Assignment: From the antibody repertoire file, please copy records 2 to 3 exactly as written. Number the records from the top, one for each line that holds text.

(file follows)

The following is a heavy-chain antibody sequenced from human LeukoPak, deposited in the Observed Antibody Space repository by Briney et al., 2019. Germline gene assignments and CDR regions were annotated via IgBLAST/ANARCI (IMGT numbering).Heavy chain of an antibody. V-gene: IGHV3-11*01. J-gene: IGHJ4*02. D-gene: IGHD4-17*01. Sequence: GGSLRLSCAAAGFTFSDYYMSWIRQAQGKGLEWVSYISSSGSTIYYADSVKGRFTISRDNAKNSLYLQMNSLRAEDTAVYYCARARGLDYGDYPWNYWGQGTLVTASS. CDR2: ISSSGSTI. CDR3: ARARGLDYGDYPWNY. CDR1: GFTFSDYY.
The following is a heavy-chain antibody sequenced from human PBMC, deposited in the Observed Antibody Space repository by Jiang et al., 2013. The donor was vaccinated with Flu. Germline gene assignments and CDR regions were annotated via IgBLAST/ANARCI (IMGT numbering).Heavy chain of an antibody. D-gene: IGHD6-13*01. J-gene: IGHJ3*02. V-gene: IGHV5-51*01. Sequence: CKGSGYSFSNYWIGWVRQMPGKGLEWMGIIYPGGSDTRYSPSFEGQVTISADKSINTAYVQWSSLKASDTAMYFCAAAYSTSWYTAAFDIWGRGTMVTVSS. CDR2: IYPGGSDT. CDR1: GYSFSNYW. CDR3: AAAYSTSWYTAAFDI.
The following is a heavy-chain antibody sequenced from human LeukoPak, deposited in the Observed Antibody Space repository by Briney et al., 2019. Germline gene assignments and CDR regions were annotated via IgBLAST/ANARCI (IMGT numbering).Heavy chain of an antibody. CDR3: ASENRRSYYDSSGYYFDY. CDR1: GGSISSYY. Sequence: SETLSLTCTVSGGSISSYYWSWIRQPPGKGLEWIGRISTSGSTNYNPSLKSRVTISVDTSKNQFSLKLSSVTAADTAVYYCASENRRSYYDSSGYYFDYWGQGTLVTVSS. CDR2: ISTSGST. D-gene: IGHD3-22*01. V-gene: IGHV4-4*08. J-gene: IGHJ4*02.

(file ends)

The following is a heavy-chain antibody sequenced from human PBMC, deposited in the Observed Antibody Space repository by Jiang et al., 2013. The donor was vaccinated with Flu. Germline gene assignments and CDR regions were annotated via IgBLAST/ANARCI (IMGT numbering).Heavy chain of an antibody. D-gene: IGHD6-13*01. J-gene: IGHJ3*02. V-gene: IGHV5-51*01. Sequence: CKGSGYSFSNYWIGWVRQMPGKGLEWMGIIYPGGSDTRYSPSFEGQVTISADKSINTAYVQWSSLKASDTAMYFCAAAYSTSWYTAAFDIWGRGTMVTVSS. CDR2: IYPGGSDT. CDR1: GYSFSNYW. CDR3: AAAYSTSWYTAAFDI.
The following is a heavy-chain antibody sequenced from human LeukoPak, deposited in the Observed Antibody Space repository by Briney et al., 2019. Germline gene assignments and CDR regions were annotated via IgBLAST/ANARCI (IMGT numbering).Heavy chain of an antibody. CDR3: ASENRRSYYDSSGYYFDY. CDR1: GGSISSYY. Sequence: SETLSLTCTVSGGSISSYYWSWIRQPPGKGLEWIGRISTSGSTNYNPSLKSRVTISVDTSKNQFSLKLSSVTAADTAVYYCASENRRSYYDSSGYYFDYWGQGTLVTVSS. CDR2: ISTSGST. D-gene: IGHD3-22*01. V-gene: IGHV4-4*08. J-gene: IGHJ4*02.